For most indebted countries in the Middle East and throughout the "Third World", a recurring theme is that of economic adjustment and liberalization, often at the behest of the dominant economic and financial institutions of the global political economy. From a political perspective what is most interesting, and most troubling, about economic adjustment programs is their frequent correlation with political instability and unrest. For that reason, the International Monetary Fund (IMF) has long remained one of the most controversial institution son the world stage. To some governments, it represents a key source of financial survival, to others a hated and powerful economic overseer akin to a thuggish loan shark. It is the latter more pejorative image of the IMF that seems to resonate more clearly with the general public throughout Africa, Latin America, Asia and the Middle East. This negative image is certainly due in large part to the social and political costs associated with economic adjustment. And the Jordanian experience with IMF austerity and adjustment programs has done nothing to soften that image.
In April 1989, the Jordanian government implemented an IMF-sponsored economic-adjustment and austerity plan, which had violent results. Riots erupted and then spread across the country. Seven years later, in August 1996, the Jordanian government once again complied with IMF guidelines, leading to another political upheaval. While the two incidents appear identical in terms of government policy and public response, they differ considerably in terms of the state's reaction to the unrest. In 1989 the Hashemite regime scrambled to make concessions, but in the more recent instability the king stood behind the government, offered no concessions and, to the contrary, threatened to use any means necessary to quell the disturbances.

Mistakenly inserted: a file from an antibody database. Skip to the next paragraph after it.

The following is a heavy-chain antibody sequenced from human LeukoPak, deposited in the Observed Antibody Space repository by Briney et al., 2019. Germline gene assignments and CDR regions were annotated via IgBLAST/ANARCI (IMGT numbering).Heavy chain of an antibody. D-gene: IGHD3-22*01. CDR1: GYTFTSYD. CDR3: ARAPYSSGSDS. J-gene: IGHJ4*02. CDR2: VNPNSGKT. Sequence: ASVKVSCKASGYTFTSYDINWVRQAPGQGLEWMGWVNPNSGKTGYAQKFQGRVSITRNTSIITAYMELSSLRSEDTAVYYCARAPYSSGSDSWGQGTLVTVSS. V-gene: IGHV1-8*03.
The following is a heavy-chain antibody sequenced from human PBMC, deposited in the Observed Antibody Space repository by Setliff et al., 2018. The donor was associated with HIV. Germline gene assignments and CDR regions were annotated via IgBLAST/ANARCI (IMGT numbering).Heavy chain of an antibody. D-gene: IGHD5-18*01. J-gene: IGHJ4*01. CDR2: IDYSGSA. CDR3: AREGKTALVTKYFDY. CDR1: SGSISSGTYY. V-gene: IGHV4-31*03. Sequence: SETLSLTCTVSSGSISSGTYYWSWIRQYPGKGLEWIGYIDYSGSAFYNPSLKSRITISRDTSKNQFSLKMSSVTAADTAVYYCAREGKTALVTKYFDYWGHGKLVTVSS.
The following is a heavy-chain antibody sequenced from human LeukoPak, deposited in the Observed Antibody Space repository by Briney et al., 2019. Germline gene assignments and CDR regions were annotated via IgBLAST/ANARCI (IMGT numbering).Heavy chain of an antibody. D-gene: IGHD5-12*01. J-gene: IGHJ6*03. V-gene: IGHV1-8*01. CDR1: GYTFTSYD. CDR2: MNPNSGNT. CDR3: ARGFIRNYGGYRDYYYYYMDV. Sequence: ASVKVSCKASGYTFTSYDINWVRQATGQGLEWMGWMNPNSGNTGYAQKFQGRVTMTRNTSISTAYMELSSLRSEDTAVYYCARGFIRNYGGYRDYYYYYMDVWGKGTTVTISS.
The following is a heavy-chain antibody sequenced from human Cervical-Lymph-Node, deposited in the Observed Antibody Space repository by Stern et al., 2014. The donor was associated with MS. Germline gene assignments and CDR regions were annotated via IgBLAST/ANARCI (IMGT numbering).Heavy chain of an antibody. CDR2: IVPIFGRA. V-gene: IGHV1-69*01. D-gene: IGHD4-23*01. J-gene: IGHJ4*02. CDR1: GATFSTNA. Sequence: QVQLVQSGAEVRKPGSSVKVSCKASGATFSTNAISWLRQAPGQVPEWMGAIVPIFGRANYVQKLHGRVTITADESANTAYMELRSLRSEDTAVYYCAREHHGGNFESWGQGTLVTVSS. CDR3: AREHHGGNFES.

This paper analyzes the connections between economic adjustment and political instability in the Jordanian context, with particular emphasis on the startling differences in Hashemite regime responses to the upheavals of 1989 and 1996.1 Drawing on field research and interviews with Jordanian policy makers (conducted in 1992, 1993 and 1997), I argue that the key difference is that Jordan has undergone a wholesale domestic and international realignment since 1989. The 1989 and 1996 austerity measures, in short, are part of the same broad program of economic and even political restructuring in Jordan since the late eighties. But since this is a cumulative process of political as well as economic adjustment, the domestic and international circumstances for the regime had changed considerably between 1989 and 1996.
Economic-adjustment measures, therefore, must be seen as intricately linked to Jordan's domestic political changes as well as to its foreign-policy shifts (including peace with Israel). Taken together, these policies are intended to ensure the long term survival of the Hashemite regime in a post-Cold War, post-Gulf War, and even post-King Hussein world. It is the very success of this comprehensive "realignment" process, then, that explains the different government reactions to unrest in 1989 and 1996.
ECONOMIC ADJUSTMENT AND POLITICAL UNREST, 1989